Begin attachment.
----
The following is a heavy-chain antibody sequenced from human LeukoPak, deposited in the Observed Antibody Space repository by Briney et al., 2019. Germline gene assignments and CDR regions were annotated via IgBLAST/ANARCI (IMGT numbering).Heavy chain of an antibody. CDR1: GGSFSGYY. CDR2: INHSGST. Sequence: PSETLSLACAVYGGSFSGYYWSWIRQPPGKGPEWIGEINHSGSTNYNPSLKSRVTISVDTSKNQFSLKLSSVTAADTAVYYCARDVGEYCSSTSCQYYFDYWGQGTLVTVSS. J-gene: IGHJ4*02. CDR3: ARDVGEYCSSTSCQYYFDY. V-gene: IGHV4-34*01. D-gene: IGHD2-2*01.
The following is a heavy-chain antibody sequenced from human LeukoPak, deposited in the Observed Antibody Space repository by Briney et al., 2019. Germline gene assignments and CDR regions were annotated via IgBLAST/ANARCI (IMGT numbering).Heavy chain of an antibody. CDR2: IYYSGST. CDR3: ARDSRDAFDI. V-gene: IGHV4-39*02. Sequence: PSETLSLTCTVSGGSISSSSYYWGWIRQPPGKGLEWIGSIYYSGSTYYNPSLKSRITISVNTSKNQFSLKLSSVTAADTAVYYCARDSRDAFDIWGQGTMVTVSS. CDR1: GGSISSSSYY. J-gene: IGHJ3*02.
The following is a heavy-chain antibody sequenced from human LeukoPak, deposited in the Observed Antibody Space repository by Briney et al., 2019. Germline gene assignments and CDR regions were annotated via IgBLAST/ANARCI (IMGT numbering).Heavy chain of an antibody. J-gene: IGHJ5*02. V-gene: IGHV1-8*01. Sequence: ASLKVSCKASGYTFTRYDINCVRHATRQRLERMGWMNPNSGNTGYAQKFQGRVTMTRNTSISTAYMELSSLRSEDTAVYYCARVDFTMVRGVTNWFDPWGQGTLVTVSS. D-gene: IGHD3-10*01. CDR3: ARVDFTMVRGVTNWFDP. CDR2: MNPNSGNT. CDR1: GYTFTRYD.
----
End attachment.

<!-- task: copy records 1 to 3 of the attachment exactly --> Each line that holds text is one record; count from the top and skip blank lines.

The following is a heavy-chain antibody sequenced from human LeukoPak, deposited in the Observed Antibody Space repository by Briney et al., 2019. Germline gene assignments and CDR regions were annotated via IgBLAST/ANARCI (IMGT numbering).Heavy chain of an antibody. CDR1: GGSFSGYY. CDR2: INHSGST. Sequence: PSETLSLACAVYGGSFSGYYWSWIRQPPGKGPEWIGEINHSGSTNYNPSLKSRVTISVDTSKNQFSLKLSSVTAADTAVYYCARDVGEYCSSTSCQYYFDYWGQGTLVTVSS. J-gene: IGHJ4*02. CDR3: ARDVGEYCSSTSCQYYFDY. V-gene: IGHV4-34*01. D-gene: IGHD2-2*01.
The following is a heavy-chain antibody sequenced from human LeukoPak, deposited in the Observed Antibody Space repository by Briney et al., 2019. Germline gene assignments and CDR regions were annotated via IgBLAST/ANARCI (IMGT numbering).Heavy chain of an antibody. CDR2: IYYSGST. CDR3: ARDSRDAFDI. V-gene: IGHV4-39*02. Sequence: PSETLSLTCTVSGGSISSSSYYWGWIRQPPGKGLEWIGSIYYSGSTYYNPSLKSRITISVNTSKNQFSLKLSSVTAADTAVYYCARDSRDAFDIWGQGTMVTVSS. CDR1: GGSISSSSYY. J-gene: IGHJ3*02.
The following is a heavy-chain antibody sequenced from human LeukoPak, deposited in the Observed Antibody Space repository by Briney et al., 2019. Germline gene assignments and CDR regions were annotated via IgBLAST/ANARCI (IMGT numbering).Heavy chain of an antibody. J-gene: IGHJ5*02. V-gene: IGHV1-8*01. Sequence: ASLKVSCKASGYTFTRYDINCVRHATRQRLERMGWMNPNSGNTGYAQKFQGRVTMTRNTSISTAYMELSSLRSEDTAVYYCARVDFTMVRGVTNWFDPWGQGTLVTVSS. D-gene: IGHD3-10*01. CDR3: ARVDFTMVRGVTNWFDP. CDR2: MNPNSGNT. CDR1: GYTFTRYD.